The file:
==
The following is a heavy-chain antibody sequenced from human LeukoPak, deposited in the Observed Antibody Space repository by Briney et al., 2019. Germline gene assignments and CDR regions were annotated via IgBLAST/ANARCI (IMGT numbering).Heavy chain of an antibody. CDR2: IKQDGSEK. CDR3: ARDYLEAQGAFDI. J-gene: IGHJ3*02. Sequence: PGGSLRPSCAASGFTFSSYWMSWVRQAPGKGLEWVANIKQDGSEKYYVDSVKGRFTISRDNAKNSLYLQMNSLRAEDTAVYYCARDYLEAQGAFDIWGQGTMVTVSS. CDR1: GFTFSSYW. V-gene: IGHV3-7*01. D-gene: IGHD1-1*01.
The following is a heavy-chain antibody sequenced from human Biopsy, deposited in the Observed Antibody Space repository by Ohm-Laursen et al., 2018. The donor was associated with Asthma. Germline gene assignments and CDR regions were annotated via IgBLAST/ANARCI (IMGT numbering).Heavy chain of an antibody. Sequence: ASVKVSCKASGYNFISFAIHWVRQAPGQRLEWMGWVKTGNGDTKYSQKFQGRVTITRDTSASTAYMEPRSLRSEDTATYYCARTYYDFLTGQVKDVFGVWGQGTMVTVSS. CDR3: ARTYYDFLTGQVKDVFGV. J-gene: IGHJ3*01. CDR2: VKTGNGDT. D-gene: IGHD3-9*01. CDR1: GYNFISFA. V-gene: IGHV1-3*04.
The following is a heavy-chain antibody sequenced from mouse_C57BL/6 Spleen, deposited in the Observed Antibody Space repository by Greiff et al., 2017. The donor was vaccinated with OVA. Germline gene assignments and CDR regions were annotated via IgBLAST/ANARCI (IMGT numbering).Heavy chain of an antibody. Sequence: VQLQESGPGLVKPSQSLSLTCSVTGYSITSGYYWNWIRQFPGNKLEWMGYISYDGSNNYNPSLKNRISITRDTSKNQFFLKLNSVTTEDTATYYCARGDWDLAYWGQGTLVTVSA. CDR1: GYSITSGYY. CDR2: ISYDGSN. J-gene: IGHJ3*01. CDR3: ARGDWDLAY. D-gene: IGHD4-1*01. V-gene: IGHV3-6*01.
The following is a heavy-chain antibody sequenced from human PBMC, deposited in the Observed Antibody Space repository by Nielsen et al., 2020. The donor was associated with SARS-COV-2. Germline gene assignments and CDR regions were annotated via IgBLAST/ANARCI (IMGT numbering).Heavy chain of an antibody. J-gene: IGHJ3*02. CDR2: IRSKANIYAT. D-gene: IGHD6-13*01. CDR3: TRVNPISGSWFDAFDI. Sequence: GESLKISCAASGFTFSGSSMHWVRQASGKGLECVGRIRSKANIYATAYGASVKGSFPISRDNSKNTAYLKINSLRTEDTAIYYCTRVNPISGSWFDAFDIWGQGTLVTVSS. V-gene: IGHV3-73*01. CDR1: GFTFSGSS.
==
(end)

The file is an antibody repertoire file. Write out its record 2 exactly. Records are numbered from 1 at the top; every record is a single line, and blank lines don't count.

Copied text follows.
The following is a heavy-chain antibody sequenced from human Biopsy, deposited in the Observed Antibody Space repository by Ohm-Laursen et al., 2018. The donor was associated with Asthma. Germline gene assignments and CDR regions were annotated via IgBLAST/ANARCI (IMGT numbering).Heavy chain of an antibody. Sequence: ASVKVSCKASGYNFISFAIHWVRQAPGQRLEWMGWVKTGNGDTKYSQKFQGRVTITRDTSASTAYMEPRSLRSEDTATYYCARTYYDFLTGQVKDVFGVWGQGTMVTVSS. CDR3: ARTYYDFLTGQVKDVFGV. J-gene: IGHJ3*01. CDR2: VKTGNGDT. D-gene: IGHD3-9*01. CDR1: GYNFISFA. V-gene: IGHV1-3*04.